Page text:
In 2018 we published a blog, Four Education Trends that Countries Everywhere Should Know About, summarizing views of education experts around the world on how to handle the most pressing issues facing the education sector then.
The four most popular were:
- Advances in neuroscience
- Blockchain and
- How to deal with the consequences of negative population growth
Today, after two years of COVID-19, we have been forced to look at a new set of relevant trends. Neuroscience remains as relevant, perhaps more so given the ability of science to advance learning. MOOCs were seen relevant for post-secondary education. In addition, the following topics may become more relevant: the role of the private sector; education technology; inequality; and pedagogy.
Neuroscience. Neuroscience will continue to be critical for early childhood development and for literacy and overall learning and cognitive development more broadly, especially for low-income children. But neuroscience also helps understand how distance learning impact the organization of our brain: (i) when learning in a dedicated physical place; (ii) when learning is carried out under the supervision of a professor; and (iii) when the learning is distributed between classmates. The use of videoconferencing affects the functioning of global positioning system neurons (neurons that code our navigation behavior), mirror neurons, self-attention networks, spindle cells, and interbrain neural oscillations. These effects have a significant impact on many identity and cognitive processes, including social identity, leadership, intuition, mentoring, and creativity. Just moving typical learning processes inside a videoconferencing platform, as happened during COVID-19, can in the long term erode school cultures and communities. Neuroscience research can be used to understand how distance learning works best. How the teacher/learner separation by space or time, or both; the learner/learner separation by space or time, or both; and how the use of media and technology to enable communication and exchange during the learning process despite these separations. In particular, homes are becoming our schools: every day we check up on each other with online meetings, calls, and e-mails. Some of this will remain in the future and we need to find out what is its implication for learning.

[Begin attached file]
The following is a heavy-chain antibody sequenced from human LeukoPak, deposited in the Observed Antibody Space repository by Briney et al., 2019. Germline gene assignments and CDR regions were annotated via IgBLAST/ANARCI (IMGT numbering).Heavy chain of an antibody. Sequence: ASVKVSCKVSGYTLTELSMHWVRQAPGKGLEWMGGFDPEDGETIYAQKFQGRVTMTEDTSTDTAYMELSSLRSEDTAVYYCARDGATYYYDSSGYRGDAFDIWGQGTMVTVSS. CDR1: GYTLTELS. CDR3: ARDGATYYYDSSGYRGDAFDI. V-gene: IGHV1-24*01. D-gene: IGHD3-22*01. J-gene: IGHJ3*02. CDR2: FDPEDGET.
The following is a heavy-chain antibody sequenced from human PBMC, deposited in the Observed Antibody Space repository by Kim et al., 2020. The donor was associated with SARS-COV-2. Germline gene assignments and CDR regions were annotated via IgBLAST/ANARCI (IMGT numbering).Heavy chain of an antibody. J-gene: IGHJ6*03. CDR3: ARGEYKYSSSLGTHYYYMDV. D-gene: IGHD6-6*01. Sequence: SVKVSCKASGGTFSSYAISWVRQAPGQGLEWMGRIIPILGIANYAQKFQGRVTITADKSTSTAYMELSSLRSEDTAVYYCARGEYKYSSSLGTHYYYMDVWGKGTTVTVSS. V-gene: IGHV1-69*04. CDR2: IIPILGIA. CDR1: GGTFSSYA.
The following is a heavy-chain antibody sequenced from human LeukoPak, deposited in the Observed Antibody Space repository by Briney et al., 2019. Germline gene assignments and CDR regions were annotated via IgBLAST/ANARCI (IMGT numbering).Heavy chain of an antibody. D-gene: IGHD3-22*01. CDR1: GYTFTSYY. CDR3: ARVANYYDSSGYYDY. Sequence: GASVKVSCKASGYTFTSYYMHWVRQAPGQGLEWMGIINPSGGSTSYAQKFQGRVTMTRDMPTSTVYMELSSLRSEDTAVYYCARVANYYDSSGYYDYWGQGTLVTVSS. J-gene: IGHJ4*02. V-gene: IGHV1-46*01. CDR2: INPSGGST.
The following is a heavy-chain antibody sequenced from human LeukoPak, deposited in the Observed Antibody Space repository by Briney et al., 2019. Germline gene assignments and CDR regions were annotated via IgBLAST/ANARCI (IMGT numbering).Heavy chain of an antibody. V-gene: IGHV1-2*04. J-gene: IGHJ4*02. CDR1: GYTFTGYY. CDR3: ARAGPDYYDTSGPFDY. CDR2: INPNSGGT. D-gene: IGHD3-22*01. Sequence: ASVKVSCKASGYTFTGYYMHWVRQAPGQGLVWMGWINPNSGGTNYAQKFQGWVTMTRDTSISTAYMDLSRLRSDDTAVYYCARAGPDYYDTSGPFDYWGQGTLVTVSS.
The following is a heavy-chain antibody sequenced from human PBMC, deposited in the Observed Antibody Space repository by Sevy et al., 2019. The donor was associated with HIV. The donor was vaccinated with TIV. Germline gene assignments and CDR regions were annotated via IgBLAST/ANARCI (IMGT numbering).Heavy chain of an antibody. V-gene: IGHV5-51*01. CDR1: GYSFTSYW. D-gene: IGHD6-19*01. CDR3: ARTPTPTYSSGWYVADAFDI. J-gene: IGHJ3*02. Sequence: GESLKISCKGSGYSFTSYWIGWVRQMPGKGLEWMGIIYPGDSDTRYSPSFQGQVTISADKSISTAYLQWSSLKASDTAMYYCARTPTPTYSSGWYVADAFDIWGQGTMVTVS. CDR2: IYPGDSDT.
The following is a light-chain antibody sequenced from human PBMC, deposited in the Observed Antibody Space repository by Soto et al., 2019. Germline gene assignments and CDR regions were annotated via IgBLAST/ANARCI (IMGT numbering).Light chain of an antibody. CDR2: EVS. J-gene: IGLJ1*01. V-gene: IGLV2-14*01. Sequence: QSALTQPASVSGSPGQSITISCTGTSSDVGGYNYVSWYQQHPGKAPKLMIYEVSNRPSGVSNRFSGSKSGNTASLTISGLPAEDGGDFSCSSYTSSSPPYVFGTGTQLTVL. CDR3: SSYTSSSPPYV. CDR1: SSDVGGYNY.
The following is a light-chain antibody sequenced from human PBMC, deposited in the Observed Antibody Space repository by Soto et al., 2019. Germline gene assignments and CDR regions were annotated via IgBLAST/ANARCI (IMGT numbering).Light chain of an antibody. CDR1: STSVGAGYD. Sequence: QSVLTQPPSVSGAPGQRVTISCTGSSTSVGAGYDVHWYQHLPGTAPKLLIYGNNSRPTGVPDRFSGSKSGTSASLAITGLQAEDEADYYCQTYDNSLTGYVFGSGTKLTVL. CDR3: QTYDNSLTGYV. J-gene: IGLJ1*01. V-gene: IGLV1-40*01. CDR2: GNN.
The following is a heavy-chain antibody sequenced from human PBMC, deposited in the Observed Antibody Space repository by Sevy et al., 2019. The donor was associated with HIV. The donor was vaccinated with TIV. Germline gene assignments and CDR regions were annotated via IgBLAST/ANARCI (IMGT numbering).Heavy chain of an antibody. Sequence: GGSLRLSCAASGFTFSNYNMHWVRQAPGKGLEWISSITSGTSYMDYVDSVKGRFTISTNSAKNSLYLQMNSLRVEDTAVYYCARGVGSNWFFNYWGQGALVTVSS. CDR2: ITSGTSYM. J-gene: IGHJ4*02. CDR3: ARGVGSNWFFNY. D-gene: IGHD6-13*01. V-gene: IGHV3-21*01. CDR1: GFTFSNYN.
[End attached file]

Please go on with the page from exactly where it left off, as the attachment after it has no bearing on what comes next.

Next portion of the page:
Massive Online Open Courses. The potential of MOOCs increases with the challenges created by the need of online education. They acquire more importance today given that one side-effect of the COVID-19 pandemic has been increased enrollment in online classes. Some argue that secondary education may become a target for MOOCs. A clear “side-effect” of the COVID-19 pandemic has been increased enrollment in online classes. The increase in enrollment in many MOOC classes was in the order of magnitude over the similar time span in previous years. A particular target were teachers who needed to be trained to manage online classes. Some called 2020 the year of the MOOCs. Increase in enrollment has been seen in both developed and developing countries. It has been also noticed that learners enrolling during the pandemic are more likely to be younger than previous enrollees.
Private Sector. In the empirical literature one can see that income shocks, caused by natural crises or macroeconomic crises not necessarily reduce child human capital. In developed countries and in middle-income countries child education outcomes are counter-cyclical: they improve during recessions or natural crises. In developing countries, the outcomes are procyclical: school enrollment fall during recessions, especially among students served by the public sector schools. Not surprisingly, private sector enrollment goes up during these times, even covering low-income students. COVID-19 has led to an increase in private school enrollment in some countries.
Education Technology. This is a clear lesson. Education systems that did not pay enough attention to education technology, learned the hard way that it needs to be included as part of the system, a needed education input. Many innovative models have blossomed during the pandemic, so a role for Blockchain in education is still apparent, as it could help create an open architecture for learning.
Inequality. The negative impact of COVID-19 on learning has been significant and while it affected all students worldwide, the most affected ones are those students from low-income families in rural isolated regions. It is estimated that the share of 10-year-olds who cannot read a basic text could reach 70% in low- and middle-income countries due to prolonged school closures and poor learning outcomes.
Pedagogy. Last but not least, teachers and school principals need to be a focus of attention to make sure that the pedagogy in the classroom or in the videoconferencing platform deals with the specific challenges. New skills including dealing with education technology, working with parents and other community stakeholders, are needed.
As we said in 2018, education systems in developing countries are facing many challenges. It seems like such an understatement now given the two years of school disruptions in most countries due to COVID-19, the emerging learning losses, and rise in inequality and poverty; Omicron variant and its successors will continue to create more difficulties. The group with the most to lose are students. The time to act is now: improve pedagogy, with a focus on reducing inequalities that have emerged due to the pandemic, using whatever means necessary – edtech, MOOCs, private delivery – all informed by science of learning.